Drivers with and without Obesity Respond Differently to a Multi-Component Health Intervention in Heavy Goods Vehicle Drivers

Katharina Ruettger* (Corresponding Author), Stacy A. Clemes, Yu-Ling Chen, Charlotte L. Edwardson, Amber Guest, Nicholas D. Gilson, Laura J. Gray, Vicki Johnson, Nicola J. Paine, Aron P. Sherry, Mohsen Sayyah, Jacqui Troughton, Veronica Varela-Mato, Thomas Yates, James A. King

*Corresponding author for this work

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Physical inactivity and obesity are widely prevalent in Heavy Goods Vehicle (HGV) drivers. We analysed whether obesity classification influenced the effectiveness of a bespoke structured lifestyle intervention (‘SHIFT’) for HGV drivers. The SHIFT programme was evaluated within a cluster randomised controlled trial, across 25 transport depots in the UK. After baseline assessments, participants within intervention sites received a 6-month multi-component health behaviour change intervention. Intervention responses (verses control) were stratified by obesity status (BMI < 30 kg/m2, n = 131; BMI ≥ 30 kg/m2, n = 113) and compared using generalised estimating equations. At 6-months, favourable differences were found in daily steps (adjusted mean difference 1827 steps/day, p < 0.001) and sedentary time (adjusted mean difference −57 min/day, p < 0.001) in drivers with obesity undertaking the intervention, relative to controls with obesity. Similarly, in drivers with obesity, the intervention reduced body weight (adjusted mean difference −2.37 kg, p = 0.002) and led to other favourable anthropometric outcomes, verses controls with obesity. Intervention effects were absent for drivers without obesity, and for all drivers at 16–18-months follow-up. Obesity classification influenced HGV drivers’ behavioural responses to a multi-component health-behaviour change intervention. Therefore, the most at-risk commercial drivers appear receptive to a health promotion programme.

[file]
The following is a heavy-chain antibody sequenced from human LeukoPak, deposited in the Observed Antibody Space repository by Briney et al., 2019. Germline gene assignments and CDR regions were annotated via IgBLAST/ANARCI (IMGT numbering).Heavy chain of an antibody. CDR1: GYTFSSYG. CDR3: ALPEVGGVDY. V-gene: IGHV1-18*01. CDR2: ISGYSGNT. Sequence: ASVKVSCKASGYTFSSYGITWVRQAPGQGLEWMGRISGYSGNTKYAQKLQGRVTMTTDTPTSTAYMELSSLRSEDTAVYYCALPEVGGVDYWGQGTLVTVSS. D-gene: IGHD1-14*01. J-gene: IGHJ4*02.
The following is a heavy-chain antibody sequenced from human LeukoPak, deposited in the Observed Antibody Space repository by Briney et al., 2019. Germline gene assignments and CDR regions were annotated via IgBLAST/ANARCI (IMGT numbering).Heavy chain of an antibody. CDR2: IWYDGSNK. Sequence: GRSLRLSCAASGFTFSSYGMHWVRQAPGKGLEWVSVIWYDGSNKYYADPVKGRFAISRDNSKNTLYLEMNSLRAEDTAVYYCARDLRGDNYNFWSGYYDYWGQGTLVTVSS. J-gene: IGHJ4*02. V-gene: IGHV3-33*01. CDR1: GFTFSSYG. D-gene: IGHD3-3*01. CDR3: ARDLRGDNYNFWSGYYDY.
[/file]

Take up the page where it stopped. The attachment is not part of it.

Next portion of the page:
Original languageEnglish
Article number15546
Number of pages12
JournalInternational Journal of Environmental Research and Public Health
Issue number23
Publication statusPublished - 23 Nov 2022

Bibliographical note

This project was funded by the National Institute for Health Research (NIHR) Public Health Research programme (reference: NIHR PHR 15/190/42). The study was also supported by the NIHR Leicester Biomedical Research Centre which is a partnership between University Hospitals of Leicester NHS Trust, Loughborough University and the University of Leicester. Laura Gray is supported by the National Institute for Health Research (NIHR) Applied Research Collaboration East Midlands (ARC EM). The views expressed are those of the authors and not necessarily those of the NHS, the NIHR or the Department of Health and Social Care. Funding to cover the intervention costs (Fitbits and cab workout equipment) was provided by the Higher Education Innovation Fund, via the Loughborough University Enterprise Projects Group. The Colt Foundation provided funding for a PhD Studentship, awarded to Amber Guest (reference: JD/618), which covered Amber’s time and contributions to this project. The funders played no role in study design, data collection, data analysis, data interpretation or in the preparation of this manuscript.

Data Availability Statement

The datasets generated during and/or analysed during the current study are available from the corresponding author on reasonable request.


  • body weight
  • occupational health
  • occupational drivers
  • physical activity
  • sedentary behaviour


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